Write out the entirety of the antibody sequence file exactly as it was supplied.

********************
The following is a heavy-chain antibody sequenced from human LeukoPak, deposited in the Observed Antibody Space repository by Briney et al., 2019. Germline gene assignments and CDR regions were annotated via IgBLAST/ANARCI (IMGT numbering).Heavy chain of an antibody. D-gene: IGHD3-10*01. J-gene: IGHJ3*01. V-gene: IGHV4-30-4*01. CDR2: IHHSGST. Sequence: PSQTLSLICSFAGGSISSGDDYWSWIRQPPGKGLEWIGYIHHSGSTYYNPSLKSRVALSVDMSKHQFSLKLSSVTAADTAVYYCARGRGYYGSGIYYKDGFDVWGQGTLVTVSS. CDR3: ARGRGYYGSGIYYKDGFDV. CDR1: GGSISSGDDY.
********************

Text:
The following is a heavy-chain antibody sequenced from human LeukoPak, deposited in the Observed Antibody Space repository by Briney et al., 2019. Germline gene assignments and CDR regions were annotated via IgBLAST/ANARCI (IMGT numbering).Heavy chain of an antibody. D-gene: IGHD3-10*01. J-gene: IGHJ3*01. V-gene: IGHV4-30-4*01. CDR2: IHHSGST. Sequence: PSQTLSLICSFAGGSISSGDDYWSWIRQPPGKGLEWIGYIHHSGSTYYNPSLKSRVALSVDMSKHQFSLKLSSVTAADTAVYYCARGRGYYGSGIYYKDGFDVWGQGTLVTVSS. CDR3: ARGRGYYGSGIYYKDGFDV. CDR1: GGSISSGDDY.